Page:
Read the source given below and answer the following questions:
The Constitution does not say very much about the powers of the Prime Minister or the ministers or their relationship with each other. But as head of the government, the Prime Minister has wide ranging powers. He chairs Cabinet meetings. He coordinates the work of different departments. His decisions are final in case disagreements arise between departments. He exercises general supervision of different ministries. All ministers work under his leadership. The Prime Minister distributes and redistributes work to the ministers. He also has the power to dismiss ministers. When the Prime Minister quits, the entire ministry quits. Thus, if the Cabinet is the most powerful institution in India, within the Cabinet it is the Prime Minister who is the most powerful. The powers of the Prime Minister in all parliamentary democracies of the world have increased so much in recent decades that parliamentary democracies are sometimes seen as the Prime Ministerial form of government. As political parties have come to play a major role in politics, the Prime Minister controls the Cabinet and Parliament through the party. The media also contributes to this trend by making politics and elections as a competition between top leaders of parties. In India too we have seen such a tendency towards the concentration of powers in the hands of the Prime Minister. Jawaharlal Nehru, the first Prime Minister of India, exercised enormous authority because he had great influence over the public. Indira Gandhi was also a very powerful leader compared to her colleagues in the Cabinet. Of course, the extent of power wielded by a Prime Minister also depends on the personality of the person holding that position.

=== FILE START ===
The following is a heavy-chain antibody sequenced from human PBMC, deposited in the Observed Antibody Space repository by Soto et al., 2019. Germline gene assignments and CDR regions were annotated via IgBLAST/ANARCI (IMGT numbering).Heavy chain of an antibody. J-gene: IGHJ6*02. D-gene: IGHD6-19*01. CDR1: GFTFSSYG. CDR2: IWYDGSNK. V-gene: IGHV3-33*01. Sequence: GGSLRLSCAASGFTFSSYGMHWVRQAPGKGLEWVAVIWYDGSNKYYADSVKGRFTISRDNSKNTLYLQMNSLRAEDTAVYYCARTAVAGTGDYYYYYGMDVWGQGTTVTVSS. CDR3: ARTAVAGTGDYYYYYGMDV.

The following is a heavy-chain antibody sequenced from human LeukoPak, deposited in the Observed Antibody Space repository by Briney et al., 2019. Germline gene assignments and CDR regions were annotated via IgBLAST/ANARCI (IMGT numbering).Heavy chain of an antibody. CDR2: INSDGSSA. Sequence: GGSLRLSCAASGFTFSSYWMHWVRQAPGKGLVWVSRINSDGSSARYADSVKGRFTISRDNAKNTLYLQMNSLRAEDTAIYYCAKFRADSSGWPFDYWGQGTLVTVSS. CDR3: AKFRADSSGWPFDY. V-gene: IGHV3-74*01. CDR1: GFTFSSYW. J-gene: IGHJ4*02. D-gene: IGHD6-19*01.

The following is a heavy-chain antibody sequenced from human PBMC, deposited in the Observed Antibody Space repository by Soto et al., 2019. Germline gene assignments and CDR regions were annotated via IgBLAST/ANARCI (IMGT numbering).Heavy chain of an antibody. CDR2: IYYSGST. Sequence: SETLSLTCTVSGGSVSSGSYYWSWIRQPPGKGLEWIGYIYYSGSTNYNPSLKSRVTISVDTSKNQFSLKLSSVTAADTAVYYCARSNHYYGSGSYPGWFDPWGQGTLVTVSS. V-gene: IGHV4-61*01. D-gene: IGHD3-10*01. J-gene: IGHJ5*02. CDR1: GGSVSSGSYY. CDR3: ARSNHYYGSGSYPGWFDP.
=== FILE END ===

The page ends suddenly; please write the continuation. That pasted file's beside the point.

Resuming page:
Q. When the Prime Minister quits, who quits along with him/her?